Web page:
Do you expect one clear winner? Is there a chance that no effective vaccine will emerge?
    There is a very high likelihood that several of the vaccines in development will work to prevent disease and come into use. Over a few years, one may emerge as most effective, and companies may shift from making the less effective versions to the more effective one. And there is a small chance that no vaccine will emerge as safe and effective. But given how large the effort is and the different technologies being employed, infectious disease specialists are hopeful and optimistic. 

    Research for vaccines can fail—like those for SARS a few years ago, for instance. In that case, it was because the disease diminished on its own, the need for the vaccine decreased, and funding was cut. COVID-19 is not going anywhere. The interest, funding, technology, and partnerships are in place. It seems likely that at least one vaccine will be found.

    What is your prediction regarding when a vaccine will be available at all and when one will be available locally?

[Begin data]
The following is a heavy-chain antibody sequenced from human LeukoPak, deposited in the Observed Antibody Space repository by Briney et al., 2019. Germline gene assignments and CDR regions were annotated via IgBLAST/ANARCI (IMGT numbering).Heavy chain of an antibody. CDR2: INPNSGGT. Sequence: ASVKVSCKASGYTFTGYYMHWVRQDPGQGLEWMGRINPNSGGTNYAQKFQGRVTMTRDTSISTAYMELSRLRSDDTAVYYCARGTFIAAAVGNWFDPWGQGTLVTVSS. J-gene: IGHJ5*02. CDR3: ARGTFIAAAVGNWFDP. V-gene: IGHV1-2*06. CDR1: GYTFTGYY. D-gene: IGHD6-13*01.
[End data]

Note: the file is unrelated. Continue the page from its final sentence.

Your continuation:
That’s a hard one. It depends on how easy the approved vaccine is to make. What’s remarkable in this case is that some companies are already producing millions of doses of vaccine, even before regulatory approval. They are the types that are relatively easy and inexpensive to make. The companies are betting that the vaccine they are making will be proven safe and effective. Once approved, they will have a head start on manufacturing and distribution. 

    Vaccines will be made available first to areas with high levels of infection. Vermont and the surrounding areas have relatively low levels of infection, so it may be a while. Those who are most susceptible, older people, for example, will also be prioritized.

    How would you imagine an effective vaccine would change our behavior in society?
    Whether a vaccine will allow us to “return to normal” depends on how effective it is, how long it lasts, and its availability. Also, it might provide only partial immunity. Our mitigation efforts—handwashing, masking when near those outside our household, and keeping 6 feet from others—are our best defense right now and are likely to remain so for a long while into the future.